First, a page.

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Acarnania according Acharnae Achelous acropolis affirms afterwards alluded ancient Apoll Apollo Aristoph Athenians Athens Attic battle Boeot Boeotians called celebrated Cephissus Ceres Chalcis Chandl citadel coast Delphi Demosth Demosthenes demus Dicaearchus Diod Dodwell Eniadae Euboea Eustath Gell Gell's Itiner Graec Greece Harpocr Hell Herod Herodotus Hesych hill Homer inhabitants island Itiner Itinerary jEtolians Lacedaemonians Laert lake latter Livy Locri Macedon Macedonian Megara mentioned Minerva modern mount mountain Naupactus nians noticed occupied Oropus Parnassus Pausan Pausanias Peloponnesian Pericles Persian Philip Phoc Phocians Phocis Piraeus Plat Plataea Plin Pliny Plut Plutarch Polyb Polybius port probably remains river Romans ruins sacred Schol Scyl situated Soph Spartan Spon spot stadia statue Steph Stephanus Byz stood Strabo Suid temple territory Thebans Thebes Thespiae Thuc Thucydides tion Topogr town Travels tribe vestiges vicinity VIII walls writers
Page 330 - ... sides; on the breast a head of Medusa wrought in ivory, and a figure of Victory, about four cubits high, holding a spear in her hand and a shield lying at her feet. Until the latter part of the seventeenth century, this magnificent temple, with all its ornaments, existed entire.
Page 330 - These were six feet two inches in diameter at the base, and thirty-four feet in height, standing upon a pavement, to which there was an ascent of three steps, the total elevation of the temple being 65 feet from the ground; the length was £&, and the breadth 1O2 feet.
Page 333 - Themistocles ; and there is still great evidence of the haste with which the historian describes that work to have been performed on the termination of the Persian war. From the acropolis Pausanias proceeds to the AREOPAGUS, or hill of Mars, which rises at a little distance from thence to the north-west. It was so called in consequence, as it was said, of Mars having been the first person tried there for the murder of Halirrhothius son of Neptune. The PNYX was, in the days of Athenian greatness,...
Page 429 - Asia rediens cum ab Aegina Megaram versus navigarem, coepi regiones circumcirca prospicere. Post me erat Aegina, ante me Megara, dextra Piraeus, sinistra Corinthus, quae oppida quodam tempore florentissima fuerunt, nunc prostrata et diruta ante oculos iacent.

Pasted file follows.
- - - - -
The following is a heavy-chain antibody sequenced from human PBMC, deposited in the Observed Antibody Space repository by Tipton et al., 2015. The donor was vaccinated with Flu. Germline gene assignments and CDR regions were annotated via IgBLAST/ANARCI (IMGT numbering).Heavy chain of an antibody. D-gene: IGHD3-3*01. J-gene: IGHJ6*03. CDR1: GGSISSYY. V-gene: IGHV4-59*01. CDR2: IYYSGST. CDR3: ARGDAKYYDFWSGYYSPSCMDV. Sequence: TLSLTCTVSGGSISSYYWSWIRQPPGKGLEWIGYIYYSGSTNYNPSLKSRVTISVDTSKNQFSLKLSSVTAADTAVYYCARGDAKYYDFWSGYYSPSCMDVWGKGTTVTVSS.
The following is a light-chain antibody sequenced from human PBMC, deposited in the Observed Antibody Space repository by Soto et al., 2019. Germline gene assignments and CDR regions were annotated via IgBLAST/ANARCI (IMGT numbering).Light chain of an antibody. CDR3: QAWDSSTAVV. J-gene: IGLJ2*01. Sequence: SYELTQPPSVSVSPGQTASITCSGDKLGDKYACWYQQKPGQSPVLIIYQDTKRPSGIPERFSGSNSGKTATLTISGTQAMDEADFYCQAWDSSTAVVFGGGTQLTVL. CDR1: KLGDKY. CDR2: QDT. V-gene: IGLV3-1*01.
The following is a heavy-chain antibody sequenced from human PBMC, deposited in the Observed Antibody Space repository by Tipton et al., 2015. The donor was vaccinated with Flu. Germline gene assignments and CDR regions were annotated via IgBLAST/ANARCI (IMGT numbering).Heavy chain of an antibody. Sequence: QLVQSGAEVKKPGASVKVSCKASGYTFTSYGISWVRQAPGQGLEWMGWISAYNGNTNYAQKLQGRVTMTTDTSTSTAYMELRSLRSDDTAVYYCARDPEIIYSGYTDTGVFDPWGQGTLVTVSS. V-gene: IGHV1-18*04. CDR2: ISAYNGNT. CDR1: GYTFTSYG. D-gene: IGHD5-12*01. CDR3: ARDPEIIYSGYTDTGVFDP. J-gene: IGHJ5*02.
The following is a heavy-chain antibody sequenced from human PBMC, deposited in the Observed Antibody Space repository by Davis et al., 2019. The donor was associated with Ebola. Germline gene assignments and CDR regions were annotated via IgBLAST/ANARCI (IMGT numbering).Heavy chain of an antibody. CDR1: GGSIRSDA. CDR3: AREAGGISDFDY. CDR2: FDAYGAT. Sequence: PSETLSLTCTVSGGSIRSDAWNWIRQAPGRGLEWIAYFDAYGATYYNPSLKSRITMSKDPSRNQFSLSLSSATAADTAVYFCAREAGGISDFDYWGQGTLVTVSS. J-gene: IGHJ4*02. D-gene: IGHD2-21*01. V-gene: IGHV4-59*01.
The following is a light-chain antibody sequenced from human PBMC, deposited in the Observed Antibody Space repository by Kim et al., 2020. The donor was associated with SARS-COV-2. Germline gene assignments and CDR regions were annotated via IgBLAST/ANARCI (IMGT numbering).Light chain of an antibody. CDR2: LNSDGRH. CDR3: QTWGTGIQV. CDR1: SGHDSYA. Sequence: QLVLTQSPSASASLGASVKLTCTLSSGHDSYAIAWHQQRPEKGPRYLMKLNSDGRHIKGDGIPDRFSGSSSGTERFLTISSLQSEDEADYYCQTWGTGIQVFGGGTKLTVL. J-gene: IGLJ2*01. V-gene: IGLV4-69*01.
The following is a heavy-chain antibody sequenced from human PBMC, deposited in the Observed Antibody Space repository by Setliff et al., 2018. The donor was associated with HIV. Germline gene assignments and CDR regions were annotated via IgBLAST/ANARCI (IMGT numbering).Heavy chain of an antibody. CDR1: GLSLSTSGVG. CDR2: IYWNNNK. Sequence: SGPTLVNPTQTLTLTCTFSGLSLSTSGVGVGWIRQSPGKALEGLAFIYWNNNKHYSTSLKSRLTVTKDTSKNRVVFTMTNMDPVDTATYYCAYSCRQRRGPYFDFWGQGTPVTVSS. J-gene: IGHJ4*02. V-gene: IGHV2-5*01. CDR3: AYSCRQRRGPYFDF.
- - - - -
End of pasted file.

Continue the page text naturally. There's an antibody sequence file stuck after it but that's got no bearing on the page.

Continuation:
Page 312 - Strabo estimates at 180 stadia, or upwards of twenty-two miles. The number of gates belonging to ancient Athens is uncertain, but the existence of nine has been ascertained by classical writers. The names of these are Dipylum, (also called THRIAsijE, SACR£, afld perhaps CKRAMICJE.) Г)юмк1Ж.
Page 106 - The acquisition of Naupactus was of great importance to the Athenians during the Peloponnesian war, as it was an excellent station for their fleet in the Corinthian gulf, and not only afforded them the means of keeping up a communication with Corcyra and Acarnania, but enabled them also to watch the motions of the enemy on the opposite coast, and to guard against any designs they might form against their allies. Some important...
Page 311 - Athens attained the summit of its beauty and prosperity, both with respect to the power of the republic and the extent and magnificence of the architectural decorations with which the capital was adorned. At this period the whole of Athens with its three ports of...
Page 312 - Anchesmus, and that to the westward its walls followed the same brook which terminates in the marshy ground of the Academy, until they met the point where some of the ancient foundations are still to be seen near the gate Dipylum ; while to the eastward they approached close to the Ilissus, a little below the present church of the Mologitadet, or confessors.
Page 171 - The water, which oozes from the rock, was in ancient times introduced into a hollow square, where it was retained for the use of the Pythia and the oracular priests. The fountain is ornamented with pendent ivy, and overshadowed by a large fig-tree. After a quick descent to the bottom of the valley, through a narrow and rocky glen, it joins the little river Pleistus.
Page 173 - The narrow and low entrance of the cave, spread at once into a chamber 330 feet long, by nearly 200 wide. The stalactites from the top hung in the most graceful forms, the whole length of the roof, and fell, like drapery, down the sides. The depth of the folds was so vast, and the masses thus suspended in the air were so great, that the relief and fulness of these natural hangings, were as complete as the fancy could have wished. They were not, like concretions or incrustations, mere coverings of...